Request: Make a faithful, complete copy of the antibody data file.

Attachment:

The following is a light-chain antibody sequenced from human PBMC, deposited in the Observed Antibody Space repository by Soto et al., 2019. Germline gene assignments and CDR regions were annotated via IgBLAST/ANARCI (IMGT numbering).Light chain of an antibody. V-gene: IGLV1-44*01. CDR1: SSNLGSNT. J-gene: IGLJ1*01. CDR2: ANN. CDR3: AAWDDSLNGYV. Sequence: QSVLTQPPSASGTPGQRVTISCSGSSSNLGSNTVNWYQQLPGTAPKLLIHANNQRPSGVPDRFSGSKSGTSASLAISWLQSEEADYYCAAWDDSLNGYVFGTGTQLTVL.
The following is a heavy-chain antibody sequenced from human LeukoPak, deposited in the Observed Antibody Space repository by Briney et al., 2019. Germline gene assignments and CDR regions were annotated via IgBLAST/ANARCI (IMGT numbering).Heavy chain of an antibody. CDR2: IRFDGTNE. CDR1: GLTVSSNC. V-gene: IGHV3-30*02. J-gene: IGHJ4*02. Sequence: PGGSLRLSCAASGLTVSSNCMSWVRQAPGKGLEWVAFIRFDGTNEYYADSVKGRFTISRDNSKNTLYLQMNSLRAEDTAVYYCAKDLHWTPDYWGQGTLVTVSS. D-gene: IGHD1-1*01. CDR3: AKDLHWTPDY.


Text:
The following is a light-chain antibody sequenced from human PBMC, deposited in the Observed Antibody Space repository by Soto et al., 2019. Germline gene assignments and CDR regions were annotated via IgBLAST/ANARCI (IMGT numbering).Light chain of an antibody. V-gene: IGLV1-44*01. CDR1: SSNLGSNT. J-gene: IGLJ1*01. CDR2: ANN. CDR3: AAWDDSLNGYV. Sequence: QSVLTQPPSASGTPGQRVTISCSGSSSNLGSNTVNWYQQLPGTAPKLLIHANNQRPSGVPDRFSGSKSGTSASLAISWLQSEEADYYCAAWDDSLNGYVFGTGTQLTVL.
The following is a heavy-chain antibody sequenced from human LeukoPak, deposited in the Observed Antibody Space repository by Briney et al., 2019. Germline gene assignments and CDR regions were annotated via IgBLAST/ANARCI (IMGT numbering).Heavy chain of an antibody. CDR2: IRFDGTNE. CDR1: GLTVSSNC. V-gene: IGHV3-30*02. J-gene: IGHJ4*02. Sequence: PGGSLRLSCAASGLTVSSNCMSWVRQAPGKGLEWVAFIRFDGTNEYYADSVKGRFTISRDNSKNTLYLQMNSLRAEDTAVYYCAKDLHWTPDYWGQGTLVTVSS. D-gene: IGHD1-1*01. CDR3: AKDLHWTPDY.